The Annals of the Cakchiquels. The Original Text with a Translation, Notes, and Introduction. By Daniel G. Brinton A.M., M.D. Philadelphia, 1885 Pp. 234.
Employés and Employers.—The Lehigh Valley Railroad Company has established a relief fund into which the employés put voluntary contributions, and for every dollar put in by a person in its employ the company puts in another dollar. Thus, if the 14,000 employés contribute a dollar each, the company will contribute $14,000. The management of the fund is in the hands of President Wilbur and Paymaster Wilhelm. In case a contributor is disabled by accident, he is allowed three fourths as much per day as his contribution in the fund every working-day during his disability, for a period of six months. In case the accident results in the death of the contributor within six months, or if he is instantly killed, $50 is appropriated from the fund for the funeral expenses. If he leaves a widow and children under sixteen years of age, an allowance of one half the amount of his contribution, for every working-day, is appropriated and paid the widow for one year from the time of the contributor's death, provided she remains unmarried during that time. If there be no widow, then the allowance goes to the children, if any, for the same period. In case the contributor loses a limb, he is provided with an artificial limb, and employment is given to him.—Railway Review.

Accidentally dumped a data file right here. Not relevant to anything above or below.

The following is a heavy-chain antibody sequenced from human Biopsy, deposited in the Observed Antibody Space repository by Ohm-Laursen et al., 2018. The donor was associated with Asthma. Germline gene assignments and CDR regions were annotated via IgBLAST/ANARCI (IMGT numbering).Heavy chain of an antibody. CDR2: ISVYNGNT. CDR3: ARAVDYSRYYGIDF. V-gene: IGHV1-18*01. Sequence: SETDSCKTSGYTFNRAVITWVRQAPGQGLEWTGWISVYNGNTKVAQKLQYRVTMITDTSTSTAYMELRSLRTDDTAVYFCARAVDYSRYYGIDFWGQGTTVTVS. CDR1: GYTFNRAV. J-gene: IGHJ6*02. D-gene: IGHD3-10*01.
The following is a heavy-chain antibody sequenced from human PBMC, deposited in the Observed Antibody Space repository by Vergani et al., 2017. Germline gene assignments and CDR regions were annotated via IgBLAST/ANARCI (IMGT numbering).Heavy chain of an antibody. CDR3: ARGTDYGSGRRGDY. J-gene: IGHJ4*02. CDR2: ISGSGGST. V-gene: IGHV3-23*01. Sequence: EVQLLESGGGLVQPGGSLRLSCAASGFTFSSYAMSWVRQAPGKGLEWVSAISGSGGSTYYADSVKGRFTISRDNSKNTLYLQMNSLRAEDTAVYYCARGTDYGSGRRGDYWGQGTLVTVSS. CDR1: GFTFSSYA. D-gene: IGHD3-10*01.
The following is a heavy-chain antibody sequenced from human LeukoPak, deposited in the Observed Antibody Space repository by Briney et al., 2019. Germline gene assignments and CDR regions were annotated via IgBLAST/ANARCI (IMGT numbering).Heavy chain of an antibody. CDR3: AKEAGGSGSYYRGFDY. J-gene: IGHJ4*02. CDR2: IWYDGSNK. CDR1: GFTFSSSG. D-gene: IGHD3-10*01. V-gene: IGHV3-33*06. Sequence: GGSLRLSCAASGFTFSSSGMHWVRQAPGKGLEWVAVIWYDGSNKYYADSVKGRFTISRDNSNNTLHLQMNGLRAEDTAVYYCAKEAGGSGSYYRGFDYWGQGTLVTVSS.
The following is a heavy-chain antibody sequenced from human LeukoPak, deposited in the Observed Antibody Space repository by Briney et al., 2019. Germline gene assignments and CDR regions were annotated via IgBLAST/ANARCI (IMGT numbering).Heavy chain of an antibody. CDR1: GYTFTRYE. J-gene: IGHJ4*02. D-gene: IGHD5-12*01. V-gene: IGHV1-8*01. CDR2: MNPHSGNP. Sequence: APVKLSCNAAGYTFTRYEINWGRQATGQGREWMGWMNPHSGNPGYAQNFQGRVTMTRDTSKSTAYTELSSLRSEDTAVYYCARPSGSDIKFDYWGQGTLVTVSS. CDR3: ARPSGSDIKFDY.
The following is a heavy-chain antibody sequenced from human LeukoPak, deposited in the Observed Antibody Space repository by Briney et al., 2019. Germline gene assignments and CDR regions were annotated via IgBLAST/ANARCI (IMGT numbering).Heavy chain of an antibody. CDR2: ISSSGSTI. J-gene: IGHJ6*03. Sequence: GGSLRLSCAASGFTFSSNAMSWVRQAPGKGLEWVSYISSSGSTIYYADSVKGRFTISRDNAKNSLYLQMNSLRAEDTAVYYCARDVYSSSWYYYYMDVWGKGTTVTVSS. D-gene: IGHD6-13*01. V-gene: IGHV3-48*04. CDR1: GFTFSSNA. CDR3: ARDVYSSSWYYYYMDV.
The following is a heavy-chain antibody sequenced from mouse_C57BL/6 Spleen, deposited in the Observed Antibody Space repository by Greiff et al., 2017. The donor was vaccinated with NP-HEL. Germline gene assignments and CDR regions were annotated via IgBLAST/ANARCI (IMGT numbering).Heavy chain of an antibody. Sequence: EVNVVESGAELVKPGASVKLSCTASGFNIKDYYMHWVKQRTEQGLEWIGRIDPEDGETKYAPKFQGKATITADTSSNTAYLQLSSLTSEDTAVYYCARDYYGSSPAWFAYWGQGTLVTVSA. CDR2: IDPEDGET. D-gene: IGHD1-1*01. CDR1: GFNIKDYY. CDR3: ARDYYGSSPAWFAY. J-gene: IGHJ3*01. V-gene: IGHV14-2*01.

Vapor-and Hot-Air Baths.—The value of hot-air and vapor baths, as well as of other means of promoting the perspiratory function of the skin, has been recognized from very ancient times; and nearly all peoples are acquainted with some means of producing the desired effect. The modes of taking these baths are exceedingly various. Among them are the Turkish and Russian baths, which are, however, usually arranged on too large a scale to be regarded as practicable for small households. Of hot-air baths, the extemporized "rum-sweat" is among the most common. The naked person is seated in a chair, enveloped in blankets which, spread over the chair, inclose him as in a kind of tent extending from his neck to the floor. The heat is supplied by burning spirit contained in a small earthen vessel, which is slipped underneath the chair. This method is attended with considerable peril, the reality of which has very recently been forcibly brought to mind by the death of Dr. W. B. Carpenter, who, taking a hot-air bath in almost precisely this way—using a gallipot of burning spirit instead of his bath-lamp, which was out of order—upset the vessel in changing position, and was so severely burned by the ignited vapors that he died in about four hours afterward. One of the simplest forms of vapor-bath was the old "hemlock-sweat," which, while it was a rude and far from convenient application, was efficacious, and had the character of a medicated bath. Hemlock-boughs, with the leaves, were broken up into a pail, and hot water was poured upon them, with the effect of immediately "steaming" the hemlock. The pail was then slipped under the blankets with which the bather was invested, while simultaneously a red-hot brick was dropped into it, whereby the bather was immediately involved in a profusion of aromatic steam, as hot as he could comfortably endure. We remember to have seen, many years ago, a simple, cheap, and tolerably convenient portable vapor-bath, in the shape of a chair constructed especially for the purpose, with provisions for burning alcohol with reasonable safety and producing steam, all contained within itself. The safest and most convenient arrangement which has come under our notice is the "Home Vapor-Bath," which was invented by Mr. William W. Rosenfeld, it is said, when he was only sixteen years of age. It is compact, and can be introduced, at small expense, into any house having "hot-water" attachments. It is applied to the ordinary bath-tub as it is found in nearly every good house, and, depending wholly upon the use of the hot-water pipe of the tub, avoids the direct application of fire. It can be used with any bath-tub, in addition to the other and usual arrangements, and without disturbing any of them. The principle of its operation consists in subdividing the hot water into small jets over a large area, so as to allow the maximum of evaporation. This is ac-